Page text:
As John Steinbeck once said, "The profession of writing makes horse racing seem like a solid, stable business."
Working as a writer or author can be a tricky business. Writers build their careers on experience and reputation, but a college degree can help open many doors.
Potential degrees in writing
According to the Bureau of Labor Statistics, or BLS, writers, authors and editors generally hold a bachelor's degree in a field related to writing, such as journalism, English or communications. Writers who want to focus on a particular subject in their writing could be well-served by a degree in that field; for instance, those writing history textbooks might pursue a degree in history or political science. Writers who want to cover the financial industry may pursue additional coursework in economics or finance.
Writing focused online liberal-arts degree programs can take many forms, from creative writing to journalism to marketing copy. No matter the specialty, a writing portfolio is an essential element for writers on the job market. Many degree programs in writing offer opportunities either in class or through internships for writers to gain experience by writing fiction, reporting news stories or crafting advertising copy.
Since writing does not require hands-on training, online degrees in writing are popular. Students in online writing programs can share drafts of work and send feedback to other writers via email or online forums. Online degrees in writing allow students to work at their own pace, writing when inspiration strikes. Online writing programs may also be a great choice for working students who want to improve their writing skills for professional or personal reasons.
What to expect from a career as a writer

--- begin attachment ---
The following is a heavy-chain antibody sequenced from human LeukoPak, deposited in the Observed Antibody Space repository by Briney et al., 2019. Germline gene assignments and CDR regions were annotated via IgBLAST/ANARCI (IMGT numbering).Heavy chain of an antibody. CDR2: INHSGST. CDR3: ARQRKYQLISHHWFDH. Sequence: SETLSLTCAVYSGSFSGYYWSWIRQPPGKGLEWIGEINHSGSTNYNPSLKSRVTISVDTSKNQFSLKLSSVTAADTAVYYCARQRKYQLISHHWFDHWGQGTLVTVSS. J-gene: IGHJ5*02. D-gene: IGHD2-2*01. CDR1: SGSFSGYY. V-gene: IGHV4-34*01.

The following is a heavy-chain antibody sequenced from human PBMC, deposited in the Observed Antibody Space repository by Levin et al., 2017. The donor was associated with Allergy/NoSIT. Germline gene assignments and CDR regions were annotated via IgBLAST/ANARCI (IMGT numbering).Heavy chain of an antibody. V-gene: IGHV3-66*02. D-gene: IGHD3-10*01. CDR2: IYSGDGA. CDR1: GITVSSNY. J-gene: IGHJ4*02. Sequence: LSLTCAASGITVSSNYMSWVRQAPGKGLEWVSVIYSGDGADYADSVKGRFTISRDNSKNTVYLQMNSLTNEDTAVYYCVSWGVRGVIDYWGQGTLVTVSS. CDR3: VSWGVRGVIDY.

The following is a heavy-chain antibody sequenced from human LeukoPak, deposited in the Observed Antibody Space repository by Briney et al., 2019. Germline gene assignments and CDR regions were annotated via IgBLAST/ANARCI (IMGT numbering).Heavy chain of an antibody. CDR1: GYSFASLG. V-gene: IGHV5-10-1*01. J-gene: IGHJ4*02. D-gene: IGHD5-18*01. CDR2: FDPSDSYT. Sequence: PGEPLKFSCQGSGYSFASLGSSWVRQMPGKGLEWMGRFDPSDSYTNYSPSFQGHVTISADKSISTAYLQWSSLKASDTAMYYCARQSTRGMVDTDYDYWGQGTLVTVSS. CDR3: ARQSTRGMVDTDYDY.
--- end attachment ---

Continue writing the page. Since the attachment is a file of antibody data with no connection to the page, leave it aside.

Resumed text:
Writing is a field that has been dramatically changed by the rise of online media. Today, many writers must tailor their content to a digital audience. While online media has created a wealth of new opportunities for writers, it has also led to shrinking job opportunities in traditional print media. Writing is a competitive field, and the BLS predicts opportunities will be best for writers with experience in new media and electronic formats.
According to the BLS, 70 percent of writers were self-employed in 2008. Among the 30 percent employed by outside companies, about half worked in scientific, professional, technical or publishing industries. Jobs for writers are traditionally found in major media markets, such as Chicago, Los Angeles and New York. However, many writers use the Internet to allow them to work from almost anywhere.
Though many writers work in home offices, they might not have set hours. The nature of covering a news story or meeting a deadline can occasionally mean working around the clock. Writers can spend a great deal of time researching, interviewing sources, writing drafts and working closely with clients to achieve the best outcome before deadline.
The BLS reports a mean annual wage of $64,960 for authors and writers in 2010. While wages at the low end of the spectrum are less than $26,610 per year, established writers can make significantly more. The BLS reports that the upper ten percent made more than $109,440 in 2010.
Good writers are creative, curious and skilled communicators. Writers also need to be able to meet deadlines and work under pressure. In a job market where many work as freelancers, they must also be flexible, self-motivated and able to manage their time well to build a stable career in the industry.